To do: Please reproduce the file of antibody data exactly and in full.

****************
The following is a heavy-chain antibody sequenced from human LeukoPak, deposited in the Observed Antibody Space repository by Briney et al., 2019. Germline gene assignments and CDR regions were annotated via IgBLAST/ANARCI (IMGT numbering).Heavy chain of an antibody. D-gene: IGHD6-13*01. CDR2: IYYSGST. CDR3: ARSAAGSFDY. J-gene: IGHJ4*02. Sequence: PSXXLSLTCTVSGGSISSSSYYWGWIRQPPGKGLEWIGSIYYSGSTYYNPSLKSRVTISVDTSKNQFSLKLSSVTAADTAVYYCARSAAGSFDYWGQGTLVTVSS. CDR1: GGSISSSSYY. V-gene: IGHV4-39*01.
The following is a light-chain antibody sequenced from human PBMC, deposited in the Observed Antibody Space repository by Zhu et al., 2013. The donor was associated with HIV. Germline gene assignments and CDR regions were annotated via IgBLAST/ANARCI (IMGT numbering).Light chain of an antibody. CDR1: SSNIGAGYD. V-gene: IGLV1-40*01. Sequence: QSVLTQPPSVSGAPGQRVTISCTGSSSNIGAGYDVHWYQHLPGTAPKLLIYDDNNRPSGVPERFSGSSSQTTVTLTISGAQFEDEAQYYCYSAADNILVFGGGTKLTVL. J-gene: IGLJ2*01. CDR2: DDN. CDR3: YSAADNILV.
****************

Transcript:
The following is a heavy-chain antibody sequenced from human LeukoPak, deposited in the Observed Antibody Space repository by Briney et al., 2019. Germline gene assignments and CDR regions were annotated via IgBLAST/ANARCI (IMGT numbering).Heavy chain of an antibody. D-gene: IGHD6-13*01. CDR2: IYYSGST. CDR3: ARSAAGSFDY. J-gene: IGHJ4*02. Sequence: PSXXLSLTCTVSGGSISSSSYYWGWIRQPPGKGLEWIGSIYYSGSTYYNPSLKSRVTISVDTSKNQFSLKLSSVTAADTAVYYCARSAAGSFDYWGQGTLVTVSS. CDR1: GGSISSSSYY. V-gene: IGHV4-39*01.
The following is a light-chain antibody sequenced from human PBMC, deposited in the Observed Antibody Space repository by Zhu et al., 2013. The donor was associated with HIV. Germline gene assignments and CDR regions were annotated via IgBLAST/ANARCI (IMGT numbering).Light chain of an antibody. CDR1: SSNIGAGYD. V-gene: IGLV1-40*01. Sequence: QSVLTQPPSVSGAPGQRVTISCTGSSSNIGAGYDVHWYQHLPGTAPKLLIYDDNNRPSGVPERFSGSSSQTTVTLTISGAQFEDEAQYYCYSAADNILVFGGGTKLTVL. J-gene: IGLJ2*01. CDR2: DDN. CDR3: YSAADNILV.